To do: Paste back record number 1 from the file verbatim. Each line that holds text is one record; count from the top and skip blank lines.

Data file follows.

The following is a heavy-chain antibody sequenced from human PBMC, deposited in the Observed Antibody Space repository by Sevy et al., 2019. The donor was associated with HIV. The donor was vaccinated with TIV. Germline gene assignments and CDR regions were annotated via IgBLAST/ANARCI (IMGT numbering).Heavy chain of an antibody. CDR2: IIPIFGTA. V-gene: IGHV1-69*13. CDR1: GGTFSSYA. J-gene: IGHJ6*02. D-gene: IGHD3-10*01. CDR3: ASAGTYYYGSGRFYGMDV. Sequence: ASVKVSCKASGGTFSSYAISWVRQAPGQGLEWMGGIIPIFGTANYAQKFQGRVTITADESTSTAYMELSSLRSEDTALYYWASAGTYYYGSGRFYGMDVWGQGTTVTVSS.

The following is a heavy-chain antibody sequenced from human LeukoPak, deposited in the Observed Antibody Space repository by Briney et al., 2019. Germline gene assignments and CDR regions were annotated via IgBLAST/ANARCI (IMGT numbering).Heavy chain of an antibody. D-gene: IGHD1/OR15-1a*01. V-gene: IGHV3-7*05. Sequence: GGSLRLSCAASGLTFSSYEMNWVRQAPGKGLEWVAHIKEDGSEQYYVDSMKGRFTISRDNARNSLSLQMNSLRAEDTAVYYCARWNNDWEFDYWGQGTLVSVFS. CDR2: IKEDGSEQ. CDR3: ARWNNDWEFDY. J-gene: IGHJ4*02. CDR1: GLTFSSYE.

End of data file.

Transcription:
The following is a heavy-chain antibody sequenced from human PBMC, deposited in the Observed Antibody Space repository by Sevy et al., 2019. The donor was associated with HIV. The donor was vaccinated with TIV. Germline gene assignments and CDR regions were annotated via IgBLAST/ANARCI (IMGT numbering).Heavy chain of an antibody. CDR2: IIPIFGTA. V-gene: IGHV1-69*13. CDR1: GGTFSSYA. J-gene: IGHJ6*02. D-gene: IGHD3-10*01. CDR3: ASAGTYYYGSGRFYGMDV. Sequence: ASVKVSCKASGGTFSSYAISWVRQAPGQGLEWMGGIIPIFGTANYAQKFQGRVTITADESTSTAYMELSSLRSEDTALYYWASAGTYYYGSGRFYGMDVWGQGTTVTVSS.